CBS sports announcer Jim Nantz (right) and 2006 U.S. Open champion/Australian design firm partner Geoff Ogilvy discussed the lay of the land during a recent visit to the destination golf course Tepetonka in New London, Minn.
CBS sports announcer Jim Nantz (right) and 2006 U.S. Open champion/Australian design firm partner Geoff Ogilvy discussed the lay of the land during a recent visit to the destination golf course Tepetonka in New London, Minn.

Jerry Zgoda, Star Tribune

Nantz considers himself a golf lifer who learned both the business and game of golf while cleaning clubs and running bags at a New Jersey pro shop throughout his high school years. He played for a powerhouse Houston team either with, before or just after Fred Couples, Nick Faldo, Steve Elkington and White Bear Lake's Dave Tentis.

"I need golf like I need oxygen," he said. "I wanted to be good at it. I was hopelessly in love with the game. It has been a centerpiece of my life for a long time."

Nantz's playing career ended at Houston. His love to be involved with the game continued. He long ago fulfilled an ambition to someday live in Pebble Beach and call the Masters for CBS.

"The dream of my life, since I was a little boy," Nantz said.

He called his last NCAA Final Four last spring, but will continue working NFL games and golf tournaments for CBS. He hopes to do 13 more Masters, which would take him to the tournament's 100th year.

His golf-design résumé includes two works: Nantz, with his own two hands, painstakingly built Pebble Beach's famous short par-3 7th hole to half-scale a decade ago. He has done the same more recently with Augusta National's par-3 No. 12 and its Rae's Creek in his Nashville backyard.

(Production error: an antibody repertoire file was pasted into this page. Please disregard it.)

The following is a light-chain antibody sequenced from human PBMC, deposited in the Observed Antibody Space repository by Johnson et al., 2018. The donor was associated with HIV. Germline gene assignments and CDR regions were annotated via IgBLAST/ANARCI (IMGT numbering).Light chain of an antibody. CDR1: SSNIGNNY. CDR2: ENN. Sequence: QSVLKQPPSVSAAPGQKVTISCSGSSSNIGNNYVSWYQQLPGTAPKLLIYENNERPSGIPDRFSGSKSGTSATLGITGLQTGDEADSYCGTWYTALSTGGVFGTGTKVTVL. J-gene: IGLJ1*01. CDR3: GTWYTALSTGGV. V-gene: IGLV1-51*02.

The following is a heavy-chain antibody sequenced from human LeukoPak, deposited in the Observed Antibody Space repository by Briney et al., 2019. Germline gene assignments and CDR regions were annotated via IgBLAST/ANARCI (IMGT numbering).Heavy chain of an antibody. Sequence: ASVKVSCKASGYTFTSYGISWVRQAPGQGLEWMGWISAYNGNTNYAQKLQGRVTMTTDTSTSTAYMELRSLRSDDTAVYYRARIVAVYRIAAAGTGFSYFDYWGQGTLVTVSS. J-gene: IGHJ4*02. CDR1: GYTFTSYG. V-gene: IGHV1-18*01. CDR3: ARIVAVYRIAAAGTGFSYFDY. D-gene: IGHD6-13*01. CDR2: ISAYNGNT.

Star NFL quarterbacks and countless PGA Tour players all have taken aim 52 yards downhill in his terraced Pebble Beach backyard. So, too, did Jack Nicklaus and Arnold Palmer.

Twenty-two golfers — including Nantz's 7-year-old son — have their names on a "Rock of Fame" commemorating their holes-in-one. Former broadcast partner Nick Faldo made one on video in 2018 that went viral.

His backyard has proved popular for fundraising events. Nantz said substantial sums have been raised for charity, including the Nantz National Alzheimer's Center named in memory of his dad, Jim Jr., at Houston's Methodist Hospital.

"It has been a real gift for good causes," he said.

He'll need another house — and backyard — to make room for a Tepetonka hole. He plans to visit for a couple of days a couple of times each year. He looks for chances to visit all the courses where he's a member, even if it's just dropping by for breakfast at Merion near Philadelphia when he works an Eagles game.

"They're all special to me," Nantz said. "They've become my homes away from home. I've lived this nomadic life for 38 years. I wish I could spend more time at them. This here is something I'll share as a member. That's the way it works — you bring your guests with you, stay in the cabins and experience this with friends and family.

"My son is a golf fanatic. He's young. By the time we open this thing in '25, he'll be ready to go."